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To watch The Frontier is to take a drivers seat in the Delorean and dial the settings to 1971. It has a distinctively "homage" feeling to it - as if it were a previously unreleased Hitchcock movie, filmed a short peck after The Birds. Unlike The Guest or Cold in July, The Frontier doesn't play with old movie tropes so much as it practices a brand of straight-forward imitation, aping the style of Vietnam-era genre films, much like Ti West has done with The House of the Devil. The result is as if A Simple Plans met Pyscho in a back-alley, early-70s country thriller. It's not quite horror, not quite a western but Oren Shai's pulpy throwback is stylized beyond reproach, even if rather laid back narratively.
Read more: SXSW Review: The Frontier
In psychology class, you learn about the concept of diffusion of responsibility, a sociopathic event that explains that when more people are present or complicit in an unfavorable event, the less personally responsible that group will feel for its outcome. The public murder of Kitty Genovese - in which a woman was stabbed to death in NYC but not one neighbor alerted the police - is a tragic true-to-life example of this but no piece of fiction or nonfiction has better captured the ghastly phenomenon than Joshua Oppenheimer's The Look of Silence.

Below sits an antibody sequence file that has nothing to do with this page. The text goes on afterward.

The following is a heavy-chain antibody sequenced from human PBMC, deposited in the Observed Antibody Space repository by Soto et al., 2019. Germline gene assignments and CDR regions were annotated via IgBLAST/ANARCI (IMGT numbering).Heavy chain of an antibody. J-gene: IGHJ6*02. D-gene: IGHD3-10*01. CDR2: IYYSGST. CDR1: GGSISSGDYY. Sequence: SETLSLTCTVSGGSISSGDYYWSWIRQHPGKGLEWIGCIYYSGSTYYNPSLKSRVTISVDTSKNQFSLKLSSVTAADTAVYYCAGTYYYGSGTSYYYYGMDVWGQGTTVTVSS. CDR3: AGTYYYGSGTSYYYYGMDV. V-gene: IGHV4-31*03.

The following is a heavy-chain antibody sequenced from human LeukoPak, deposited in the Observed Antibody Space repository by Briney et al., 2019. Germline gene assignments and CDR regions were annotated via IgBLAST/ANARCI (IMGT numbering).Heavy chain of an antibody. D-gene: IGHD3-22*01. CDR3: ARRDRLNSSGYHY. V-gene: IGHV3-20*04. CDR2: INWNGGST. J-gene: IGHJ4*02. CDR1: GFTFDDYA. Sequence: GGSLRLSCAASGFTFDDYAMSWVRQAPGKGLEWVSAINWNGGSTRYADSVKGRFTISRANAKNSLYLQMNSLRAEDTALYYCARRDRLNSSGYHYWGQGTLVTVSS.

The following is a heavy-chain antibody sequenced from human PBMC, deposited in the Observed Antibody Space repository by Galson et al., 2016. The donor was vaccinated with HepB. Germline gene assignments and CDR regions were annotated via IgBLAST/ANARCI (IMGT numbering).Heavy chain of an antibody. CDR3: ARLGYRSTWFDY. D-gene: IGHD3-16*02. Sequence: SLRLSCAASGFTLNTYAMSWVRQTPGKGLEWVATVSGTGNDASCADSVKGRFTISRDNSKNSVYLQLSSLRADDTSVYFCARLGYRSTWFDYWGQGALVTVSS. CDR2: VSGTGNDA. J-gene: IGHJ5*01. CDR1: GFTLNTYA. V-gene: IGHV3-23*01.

Read more: SXSW Review: The Look of Silence
The comic combination of Nick Kroll, Rose Bryne and Bobby Cannavale is enough to sell this wry but formulaic family-member-moves-home farce wholesale. Ironic that Bryne and Cannavale just co-starred side-by-side in Paul Feig's underwhelming Melissa McCarthy vehicle Spy as arms dealing peers and they here play another side to partners in crime as a husband and wife duo who must make room for Kroll when a failed business investment forces him out of the big city.
Read more: SXSW Review: Adult Beginners
Creative Control takes place in a world of technology just a few year's out from today. Cell phones and computer screens are composed of sheer cuts of opaque glass and flicker with images only visible to their owner. Apps are controlled with the slightest wave of a finger, like a symphony composer directing his orchestra. Wearable tech has reached a fever pitch and though the big names like Apple, Google and Microsoft have name brand recognition working in their favor, a new product called Augmenta is the definitive future of how humans will interact with their technology.
Read more: SXSW Review: Creative Control
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